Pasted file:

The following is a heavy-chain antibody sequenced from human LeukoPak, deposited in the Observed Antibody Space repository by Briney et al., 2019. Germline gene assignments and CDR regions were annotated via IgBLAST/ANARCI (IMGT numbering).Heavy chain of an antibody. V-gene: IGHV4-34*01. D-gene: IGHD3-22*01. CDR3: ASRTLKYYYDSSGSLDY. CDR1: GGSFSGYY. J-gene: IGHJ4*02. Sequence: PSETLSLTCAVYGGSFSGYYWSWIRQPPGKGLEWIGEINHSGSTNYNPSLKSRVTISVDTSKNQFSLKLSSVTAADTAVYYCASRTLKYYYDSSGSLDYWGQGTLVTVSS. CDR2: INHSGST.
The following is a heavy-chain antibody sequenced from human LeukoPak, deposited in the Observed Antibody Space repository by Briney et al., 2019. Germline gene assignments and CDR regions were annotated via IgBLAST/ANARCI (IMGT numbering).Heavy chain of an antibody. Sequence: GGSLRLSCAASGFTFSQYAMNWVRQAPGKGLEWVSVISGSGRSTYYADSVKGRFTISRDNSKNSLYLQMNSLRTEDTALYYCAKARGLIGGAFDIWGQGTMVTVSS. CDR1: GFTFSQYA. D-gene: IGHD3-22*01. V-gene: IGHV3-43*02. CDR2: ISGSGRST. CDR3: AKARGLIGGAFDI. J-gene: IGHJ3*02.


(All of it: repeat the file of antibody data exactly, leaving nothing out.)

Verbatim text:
The following is a heavy-chain antibody sequenced from human LeukoPak, deposited in the Observed Antibody Space repository by Briney et al., 2019. Germline gene assignments and CDR regions were annotated via IgBLAST/ANARCI (IMGT numbering).Heavy chain of an antibody. V-gene: IGHV4-34*01. D-gene: IGHD3-22*01. CDR3: ASRTLKYYYDSSGSLDY. CDR1: GGSFSGYY. J-gene: IGHJ4*02. Sequence: PSETLSLTCAVYGGSFSGYYWSWIRQPPGKGLEWIGEINHSGSTNYNPSLKSRVTISVDTSKNQFSLKLSSVTAADTAVYYCASRTLKYYYDSSGSLDYWGQGTLVTVSS. CDR2: INHSGST.
The following is a heavy-chain antibody sequenced from human LeukoPak, deposited in the Observed Antibody Space repository by Briney et al., 2019. Germline gene assignments and CDR regions were annotated via IgBLAST/ANARCI (IMGT numbering).Heavy chain of an antibody. Sequence: GGSLRLSCAASGFTFSQYAMNWVRQAPGKGLEWVSVISGSGRSTYYADSVKGRFTISRDNSKNSLYLQMNSLRTEDTALYYCAKARGLIGGAFDIWGQGTMVTVSS. CDR1: GFTFSQYA. D-gene: IGHD3-22*01. V-gene: IGHV3-43*02. CDR2: ISGSGRST. CDR3: AKARGLIGGAFDI. J-gene: IGHJ3*02.